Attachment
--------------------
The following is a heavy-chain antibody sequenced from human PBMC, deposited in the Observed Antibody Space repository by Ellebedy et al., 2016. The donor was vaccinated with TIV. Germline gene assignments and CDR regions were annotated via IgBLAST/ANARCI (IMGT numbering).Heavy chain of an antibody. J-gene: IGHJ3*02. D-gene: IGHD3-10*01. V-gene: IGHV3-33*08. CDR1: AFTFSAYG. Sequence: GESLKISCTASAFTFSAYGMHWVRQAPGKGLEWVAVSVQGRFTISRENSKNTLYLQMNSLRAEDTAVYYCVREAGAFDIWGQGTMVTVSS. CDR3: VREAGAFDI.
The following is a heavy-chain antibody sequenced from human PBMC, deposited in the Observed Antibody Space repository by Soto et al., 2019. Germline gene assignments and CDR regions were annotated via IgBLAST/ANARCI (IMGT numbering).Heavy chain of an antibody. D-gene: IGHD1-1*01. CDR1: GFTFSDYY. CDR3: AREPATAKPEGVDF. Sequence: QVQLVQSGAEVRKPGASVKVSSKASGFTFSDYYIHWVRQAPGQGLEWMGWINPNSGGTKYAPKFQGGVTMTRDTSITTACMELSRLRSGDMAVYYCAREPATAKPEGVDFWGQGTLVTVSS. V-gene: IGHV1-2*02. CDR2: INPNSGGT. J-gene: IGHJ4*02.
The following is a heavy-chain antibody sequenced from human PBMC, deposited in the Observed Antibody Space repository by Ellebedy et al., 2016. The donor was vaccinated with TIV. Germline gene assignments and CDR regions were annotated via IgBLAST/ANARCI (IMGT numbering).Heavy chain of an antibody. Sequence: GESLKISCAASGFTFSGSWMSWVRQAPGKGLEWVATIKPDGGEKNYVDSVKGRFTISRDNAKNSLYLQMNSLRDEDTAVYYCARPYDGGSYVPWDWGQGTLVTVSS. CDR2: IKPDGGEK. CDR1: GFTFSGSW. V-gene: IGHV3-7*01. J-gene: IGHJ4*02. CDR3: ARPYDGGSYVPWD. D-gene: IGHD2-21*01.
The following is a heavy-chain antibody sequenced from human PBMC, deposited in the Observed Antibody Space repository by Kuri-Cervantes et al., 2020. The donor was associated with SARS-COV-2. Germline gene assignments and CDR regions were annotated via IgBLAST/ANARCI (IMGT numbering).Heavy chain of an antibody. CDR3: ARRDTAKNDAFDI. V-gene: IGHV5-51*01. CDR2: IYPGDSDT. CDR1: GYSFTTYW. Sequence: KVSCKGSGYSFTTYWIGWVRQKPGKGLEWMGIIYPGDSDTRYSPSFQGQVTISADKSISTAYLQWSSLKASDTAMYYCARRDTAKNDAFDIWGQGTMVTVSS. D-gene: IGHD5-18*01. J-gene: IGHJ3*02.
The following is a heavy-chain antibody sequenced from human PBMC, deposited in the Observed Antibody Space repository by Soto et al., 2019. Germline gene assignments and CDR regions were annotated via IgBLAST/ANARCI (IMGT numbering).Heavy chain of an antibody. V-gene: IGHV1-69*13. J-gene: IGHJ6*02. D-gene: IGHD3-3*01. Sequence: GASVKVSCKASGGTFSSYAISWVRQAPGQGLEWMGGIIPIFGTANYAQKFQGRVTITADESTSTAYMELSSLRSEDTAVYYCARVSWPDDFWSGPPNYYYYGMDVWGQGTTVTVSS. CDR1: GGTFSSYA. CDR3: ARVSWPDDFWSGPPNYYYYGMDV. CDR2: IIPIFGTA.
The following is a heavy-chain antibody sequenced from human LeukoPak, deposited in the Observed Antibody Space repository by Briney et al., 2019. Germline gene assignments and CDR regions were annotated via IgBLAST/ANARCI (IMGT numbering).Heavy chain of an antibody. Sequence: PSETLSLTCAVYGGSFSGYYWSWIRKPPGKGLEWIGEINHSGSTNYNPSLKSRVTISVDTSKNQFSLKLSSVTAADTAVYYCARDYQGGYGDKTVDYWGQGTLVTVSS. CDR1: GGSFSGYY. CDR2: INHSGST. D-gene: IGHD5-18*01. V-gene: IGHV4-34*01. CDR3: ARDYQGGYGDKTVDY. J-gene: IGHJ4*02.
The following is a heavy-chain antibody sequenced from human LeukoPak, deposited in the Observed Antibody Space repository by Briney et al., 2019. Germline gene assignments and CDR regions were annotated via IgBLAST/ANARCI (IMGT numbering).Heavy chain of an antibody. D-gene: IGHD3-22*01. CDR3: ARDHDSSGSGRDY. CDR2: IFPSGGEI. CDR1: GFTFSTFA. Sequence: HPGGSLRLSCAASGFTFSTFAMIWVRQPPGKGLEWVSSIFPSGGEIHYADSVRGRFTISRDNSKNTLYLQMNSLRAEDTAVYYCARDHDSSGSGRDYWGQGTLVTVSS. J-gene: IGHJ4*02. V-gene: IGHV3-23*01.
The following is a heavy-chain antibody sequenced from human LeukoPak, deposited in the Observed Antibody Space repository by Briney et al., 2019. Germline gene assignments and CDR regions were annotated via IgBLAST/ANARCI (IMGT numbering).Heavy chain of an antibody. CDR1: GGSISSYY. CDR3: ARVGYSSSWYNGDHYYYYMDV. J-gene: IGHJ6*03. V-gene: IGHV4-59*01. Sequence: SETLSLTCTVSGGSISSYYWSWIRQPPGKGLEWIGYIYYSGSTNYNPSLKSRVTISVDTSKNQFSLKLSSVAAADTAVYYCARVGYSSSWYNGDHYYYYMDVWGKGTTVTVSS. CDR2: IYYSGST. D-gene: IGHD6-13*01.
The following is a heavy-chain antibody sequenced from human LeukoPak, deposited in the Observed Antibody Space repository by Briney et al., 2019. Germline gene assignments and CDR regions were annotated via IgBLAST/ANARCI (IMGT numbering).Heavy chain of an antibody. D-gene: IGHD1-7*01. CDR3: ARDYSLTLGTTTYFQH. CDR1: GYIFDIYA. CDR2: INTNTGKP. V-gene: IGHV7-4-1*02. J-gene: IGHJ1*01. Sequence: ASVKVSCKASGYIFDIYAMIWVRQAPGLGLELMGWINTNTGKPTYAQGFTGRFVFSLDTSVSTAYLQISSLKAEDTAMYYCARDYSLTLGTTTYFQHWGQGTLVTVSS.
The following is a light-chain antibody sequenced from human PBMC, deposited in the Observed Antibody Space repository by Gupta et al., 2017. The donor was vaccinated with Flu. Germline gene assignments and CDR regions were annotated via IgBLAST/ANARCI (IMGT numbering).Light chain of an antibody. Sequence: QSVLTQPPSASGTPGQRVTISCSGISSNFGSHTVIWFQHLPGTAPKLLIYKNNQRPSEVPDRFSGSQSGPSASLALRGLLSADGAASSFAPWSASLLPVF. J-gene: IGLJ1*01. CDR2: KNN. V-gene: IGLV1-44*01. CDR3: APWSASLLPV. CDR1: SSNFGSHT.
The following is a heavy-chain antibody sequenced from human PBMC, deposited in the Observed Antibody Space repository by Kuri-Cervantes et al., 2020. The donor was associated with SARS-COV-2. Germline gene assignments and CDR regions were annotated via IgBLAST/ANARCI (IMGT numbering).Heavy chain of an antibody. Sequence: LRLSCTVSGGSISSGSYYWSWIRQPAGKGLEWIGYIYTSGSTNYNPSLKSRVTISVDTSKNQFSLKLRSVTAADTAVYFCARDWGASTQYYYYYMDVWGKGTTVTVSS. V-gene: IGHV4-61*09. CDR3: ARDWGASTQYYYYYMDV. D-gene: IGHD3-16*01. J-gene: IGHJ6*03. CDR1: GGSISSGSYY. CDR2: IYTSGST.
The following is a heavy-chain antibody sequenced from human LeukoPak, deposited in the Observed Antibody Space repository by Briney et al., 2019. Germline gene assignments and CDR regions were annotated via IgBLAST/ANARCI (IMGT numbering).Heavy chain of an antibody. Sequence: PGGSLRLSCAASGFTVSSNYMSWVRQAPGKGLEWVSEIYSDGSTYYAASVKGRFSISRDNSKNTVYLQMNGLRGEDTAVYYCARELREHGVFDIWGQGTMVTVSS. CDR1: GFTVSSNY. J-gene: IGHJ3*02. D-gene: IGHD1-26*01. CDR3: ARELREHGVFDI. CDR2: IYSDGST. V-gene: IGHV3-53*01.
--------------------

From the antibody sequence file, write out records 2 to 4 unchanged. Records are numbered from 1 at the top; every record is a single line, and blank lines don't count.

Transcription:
The following is a heavy-chain antibody sequenced from human PBMC, deposited in the Observed Antibody Space repository by Soto et al., 2019. Germline gene assignments and CDR regions were annotated via IgBLAST/ANARCI (IMGT numbering).Heavy chain of an antibody. D-gene: IGHD1-1*01. CDR1: GFTFSDYY. CDR3: AREPATAKPEGVDF. Sequence: QVQLVQSGAEVRKPGASVKVSSKASGFTFSDYYIHWVRQAPGQGLEWMGWINPNSGGTKYAPKFQGGVTMTRDTSITTACMELSRLRSGDMAVYYCAREPATAKPEGVDFWGQGTLVTVSS. V-gene: IGHV1-2*02. CDR2: INPNSGGT. J-gene: IGHJ4*02.
The following is a heavy-chain antibody sequenced from human PBMC, deposited in the Observed Antibody Space repository by Ellebedy et al., 2016. The donor was vaccinated with TIV. Germline gene assignments and CDR regions were annotated via IgBLAST/ANARCI (IMGT numbering).Heavy chain of an antibody. Sequence: GESLKISCAASGFTFSGSWMSWVRQAPGKGLEWVATIKPDGGEKNYVDSVKGRFTISRDNAKNSLYLQMNSLRDEDTAVYYCARPYDGGSYVPWDWGQGTLVTVSS. CDR2: IKPDGGEK. CDR1: GFTFSGSW. V-gene: IGHV3-7*01. J-gene: IGHJ4*02. CDR3: ARPYDGGSYVPWD. D-gene: IGHD2-21*01.
The following is a heavy-chain antibody sequenced from human PBMC, deposited in the Observed Antibody Space repository by Kuri-Cervantes et al., 2020. The donor was associated with SARS-COV-2. Germline gene assignments and CDR regions were annotated via IgBLAST/ANARCI (IMGT numbering).Heavy chain of an antibody. CDR3: ARRDTAKNDAFDI. V-gene: IGHV5-51*01. CDR2: IYPGDSDT. CDR1: GYSFTTYW. Sequence: KVSCKGSGYSFTTYWIGWVRQKPGKGLEWMGIIYPGDSDTRYSPSFQGQVTISADKSISTAYLQWSSLKASDTAMYYCARRDTAKNDAFDIWGQGTMVTVSS. D-gene: IGHD5-18*01. J-gene: IGHJ3*02.